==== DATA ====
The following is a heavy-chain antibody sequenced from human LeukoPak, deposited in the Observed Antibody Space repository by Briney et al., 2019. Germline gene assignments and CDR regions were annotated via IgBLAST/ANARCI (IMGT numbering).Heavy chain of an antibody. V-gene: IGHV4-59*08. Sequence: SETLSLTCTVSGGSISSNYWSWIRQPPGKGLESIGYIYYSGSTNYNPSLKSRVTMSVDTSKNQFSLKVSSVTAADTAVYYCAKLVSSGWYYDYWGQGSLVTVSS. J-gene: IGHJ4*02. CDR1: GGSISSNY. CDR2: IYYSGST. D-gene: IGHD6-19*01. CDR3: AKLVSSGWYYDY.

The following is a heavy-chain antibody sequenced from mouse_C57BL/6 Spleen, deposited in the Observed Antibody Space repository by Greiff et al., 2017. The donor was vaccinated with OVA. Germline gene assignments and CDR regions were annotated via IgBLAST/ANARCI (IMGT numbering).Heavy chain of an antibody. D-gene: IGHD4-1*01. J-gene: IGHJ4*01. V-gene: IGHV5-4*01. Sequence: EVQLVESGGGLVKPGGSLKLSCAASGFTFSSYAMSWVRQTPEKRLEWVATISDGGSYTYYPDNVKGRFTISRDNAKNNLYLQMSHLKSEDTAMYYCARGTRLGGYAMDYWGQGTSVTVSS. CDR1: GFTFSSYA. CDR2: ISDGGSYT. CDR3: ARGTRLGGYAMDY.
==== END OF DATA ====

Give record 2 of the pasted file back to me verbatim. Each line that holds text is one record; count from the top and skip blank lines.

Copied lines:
The following is a heavy-chain antibody sequenced from mouse_C57BL/6 Spleen, deposited in the Observed Antibody Space repository by Greiff et al., 2017. The donor was vaccinated with OVA. Germline gene assignments and CDR regions were annotated via IgBLAST/ANARCI (IMGT numbering).Heavy chain of an antibody. D-gene: IGHD4-1*01. J-gene: IGHJ4*01. V-gene: IGHV5-4*01. Sequence: EVQLVESGGGLVKPGGSLKLSCAASGFTFSSYAMSWVRQTPEKRLEWVATISDGGSYTYYPDNVKGRFTISRDNAKNNLYLQMSHLKSEDTAMYYCARGTRLGGYAMDYWGQGTSVTVSS. CDR1: GFTFSSYA. CDR2: ISDGGSYT. CDR3: ARGTRLGGYAMDY.